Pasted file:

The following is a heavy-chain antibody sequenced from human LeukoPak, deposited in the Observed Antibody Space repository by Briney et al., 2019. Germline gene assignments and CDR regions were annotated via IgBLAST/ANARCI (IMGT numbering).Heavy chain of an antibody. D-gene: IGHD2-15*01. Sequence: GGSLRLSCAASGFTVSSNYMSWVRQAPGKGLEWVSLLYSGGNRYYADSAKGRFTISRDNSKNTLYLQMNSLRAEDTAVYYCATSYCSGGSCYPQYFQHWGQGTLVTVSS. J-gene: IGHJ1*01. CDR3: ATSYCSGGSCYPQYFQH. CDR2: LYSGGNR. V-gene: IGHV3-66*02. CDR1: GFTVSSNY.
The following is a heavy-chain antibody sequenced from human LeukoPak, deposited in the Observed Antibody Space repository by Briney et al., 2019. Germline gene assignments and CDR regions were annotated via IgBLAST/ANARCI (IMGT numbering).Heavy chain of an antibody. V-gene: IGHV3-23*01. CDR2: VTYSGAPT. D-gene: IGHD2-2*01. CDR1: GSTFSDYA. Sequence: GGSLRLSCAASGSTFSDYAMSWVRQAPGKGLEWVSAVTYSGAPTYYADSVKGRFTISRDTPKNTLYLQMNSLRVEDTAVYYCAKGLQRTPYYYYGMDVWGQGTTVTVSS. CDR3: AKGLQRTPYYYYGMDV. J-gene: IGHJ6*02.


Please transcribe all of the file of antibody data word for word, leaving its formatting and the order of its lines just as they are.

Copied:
The following is a heavy-chain antibody sequenced from human LeukoPak, deposited in the Observed Antibody Space repository by Briney et al., 2019. Germline gene assignments and CDR regions were annotated via IgBLAST/ANARCI (IMGT numbering).Heavy chain of an antibody. D-gene: IGHD2-15*01. Sequence: GGSLRLSCAASGFTVSSNYMSWVRQAPGKGLEWVSLLYSGGNRYYADSAKGRFTISRDNSKNTLYLQMNSLRAEDTAVYYCATSYCSGGSCYPQYFQHWGQGTLVTVSS. J-gene: IGHJ1*01. CDR3: ATSYCSGGSCYPQYFQH. CDR2: LYSGGNR. V-gene: IGHV3-66*02. CDR1: GFTVSSNY.
The following is a heavy-chain antibody sequenced from human LeukoPak, deposited in the Observed Antibody Space repository by Briney et al., 2019. Germline gene assignments and CDR regions were annotated via IgBLAST/ANARCI (IMGT numbering).Heavy chain of an antibody. V-gene: IGHV3-23*01. CDR2: VTYSGAPT. D-gene: IGHD2-2*01. CDR1: GSTFSDYA. Sequence: GGSLRLSCAASGSTFSDYAMSWVRQAPGKGLEWVSAVTYSGAPTYYADSVKGRFTISRDTPKNTLYLQMNSLRVEDTAVYYCAKGLQRTPYYYYGMDVWGQGTTVTVSS. CDR3: AKGLQRTPYYYYGMDV. J-gene: IGHJ6*02.